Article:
“Apply the Genealogical Proof Standard to Internet Quotes” — Albert Einstein

A lot of quotes get attributed to Albert Einstein. It seems he didn’t say any of the following:

  • “If a man is kissing a pretty girl while driving safely, he is simply not giving the kiss the attention it deserves.”
  • “If the bee disappeared off the face of the globe, then man would have only four years of life left.”
  • “Evil is the absence of God.”
  • “Computers are incredibly fast, accurate and stupid; humans are incredibly slow, inaccurate and brilliant; together they are powerful beyond imagination.”
  • “The definition of insanity is doing the same thing over and over and expecting different results.”
  • “The intuitive mind is a sacred gift and the rational mind is a faithful servant. We have created a society that honors the servant and has forgotten the gift.”
  • “I wish I was as smart as Jim.”

These quotes get passed around a lot, but “Frequent repetition doesn’t prove anything.” — Abraham Lincoln (who also posts a lot on Facebook)

“No, Lincoln didn’t say that. I did.” — Benjamin Franklin

Enter the Genealogical Proof Standard(GPS) as a way to weigh evidence. I do lots of genealogical digging, and I find that lots of family tree info posted on the Internet is either unsourced or it’s clearly rubbish (a child born before his grandparents???). The difference between the good info and the bad info is whether the person posting it followed the GPS. Quoting from the official GPS description: “The GPS consists of five elements:

  • a reasonably exhaustive search;
  • complete and accurate source citations;
  • analysis and correlation of the collected information;
  • resolution of any conflicting evidence; and
  • a soundly reasoned, coherently written conclusion.”

In short, the GPS means you build up enough evidence to say that this is probably true, and the alternatives probably aren’t. It’s not proof beyond all reasonable doubt, but it’s stronger than saying something is merely plausible or that you hope it’s true or you think it’s true.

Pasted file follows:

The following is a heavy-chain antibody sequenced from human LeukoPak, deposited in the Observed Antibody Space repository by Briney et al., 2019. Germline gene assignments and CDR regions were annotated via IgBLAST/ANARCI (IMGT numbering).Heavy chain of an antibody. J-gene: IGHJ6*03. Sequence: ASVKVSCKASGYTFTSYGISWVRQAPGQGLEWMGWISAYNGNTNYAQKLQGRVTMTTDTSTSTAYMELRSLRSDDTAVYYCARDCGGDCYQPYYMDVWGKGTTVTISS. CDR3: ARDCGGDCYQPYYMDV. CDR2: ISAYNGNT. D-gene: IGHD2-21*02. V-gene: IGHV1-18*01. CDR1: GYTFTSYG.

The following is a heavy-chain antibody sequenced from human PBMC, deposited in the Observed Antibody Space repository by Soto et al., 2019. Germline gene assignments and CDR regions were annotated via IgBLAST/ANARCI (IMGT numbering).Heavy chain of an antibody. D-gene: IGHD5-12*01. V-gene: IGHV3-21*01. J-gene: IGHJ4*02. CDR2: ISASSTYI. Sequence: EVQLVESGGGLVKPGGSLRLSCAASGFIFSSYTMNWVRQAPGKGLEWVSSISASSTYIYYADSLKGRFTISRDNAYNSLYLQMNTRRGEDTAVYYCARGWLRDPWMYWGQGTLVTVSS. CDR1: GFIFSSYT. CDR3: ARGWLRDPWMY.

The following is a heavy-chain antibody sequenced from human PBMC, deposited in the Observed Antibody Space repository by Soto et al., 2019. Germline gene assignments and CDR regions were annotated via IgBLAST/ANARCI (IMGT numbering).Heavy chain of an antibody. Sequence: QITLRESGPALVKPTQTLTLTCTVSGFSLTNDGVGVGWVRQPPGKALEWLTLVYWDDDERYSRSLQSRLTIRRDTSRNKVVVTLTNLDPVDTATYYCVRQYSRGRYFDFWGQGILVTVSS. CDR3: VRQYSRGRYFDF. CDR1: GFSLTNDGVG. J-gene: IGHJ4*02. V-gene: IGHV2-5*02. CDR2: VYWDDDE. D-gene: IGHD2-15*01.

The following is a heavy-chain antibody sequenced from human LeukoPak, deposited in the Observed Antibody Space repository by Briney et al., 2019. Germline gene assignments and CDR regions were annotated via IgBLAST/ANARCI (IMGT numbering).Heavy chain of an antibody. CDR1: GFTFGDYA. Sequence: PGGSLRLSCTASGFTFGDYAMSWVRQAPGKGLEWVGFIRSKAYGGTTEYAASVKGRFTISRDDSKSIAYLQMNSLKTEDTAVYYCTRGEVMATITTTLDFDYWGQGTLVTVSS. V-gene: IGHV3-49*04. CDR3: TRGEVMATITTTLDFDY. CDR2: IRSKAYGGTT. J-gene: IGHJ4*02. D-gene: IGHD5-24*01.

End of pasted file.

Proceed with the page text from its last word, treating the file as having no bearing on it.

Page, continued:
The problem with the quotes that keeping getting attributed to Albert Einstein, Abraham Lincoln, and others is that they miss on all counts, just like the lesser genealogical contributions posted online.

Take the insanity quote. I’ve been unable to find any verifiable source for the quote. I haven’t found any original sources. I haven’t found anyone who said, “It’s in this book/paper he wrote, which you can look up; see page x.” Nobody has said, “He said it during an interview held on mm/dd/yy, and a transcript/recording is available.” Nobody has said, “It’s in this letter he wrote, which has been verified, and here’s where you can find the letter.” Whether or not my search for a source counts as reasonably exhaustive, I haven’t uncovered a single source that someone could look up. So far, assigning the insanity quote to Einstein falls short of the mark for the first three of the GPS guidelines.

How about conflicting evidence? Sometimes, the insanity quote gets attributed to Ben Franklin, and sometimes to more recent figures. Take a look at the discussion on the Benjamin Franklin Wikiquote page. For the insanity quote, conflicting evidence about who said it is at best unresolved, and maybe even tilted away from Einstein. This falls short of the mark for the fourth GPS guideline.

Without hitting the first four guidelines, I can’t offer up the fifth: a “soundly reasoned, coherently written conclusion” that claims Einstein is the source of that definition of insanity.

An additional element of genealogical research that’s useful outside of genealogy is evaluating the quality of a source. The merest rumor or vague recollection can be a source, but they’re not very good ones. A low-quality sources gives you something to check out if it seems plausible, but it’s not strong evidence.

The best genealogical sources were created at the time by someone who was present and well-informed, like a marriage record created at the time. The worst genealogical sources were created long after, by someone who wasn’t there, who got the information from someone else who wasn’t there; the focus is often more on what sounds cool than on what’s accurate. Lots of the Einstein quotes getting passed around online are like the worst genealogical sources.

Why do I care? “Does it matter who said what, if it’s a good quote?” — Dalai Lama

I don’t want to add to the flood of misinformation on the Internet. I don’t like passing around rumor as truth. The ability to draw a sound conclusion is terribly important in the world today, so I’m disappointed when I see a disregard for accuracy, even on something as mundane as a good one-liner. Or look at it this way: if you were playing a trivia game, it’s the difference between right and wrong … unless the trivia game itself did a sloppy job of verifying its answers.

I’ll end on a legitimate quote from Einstein:

Unthinking respect for authority is the greatest enemy of truth.” — Albert Einstein


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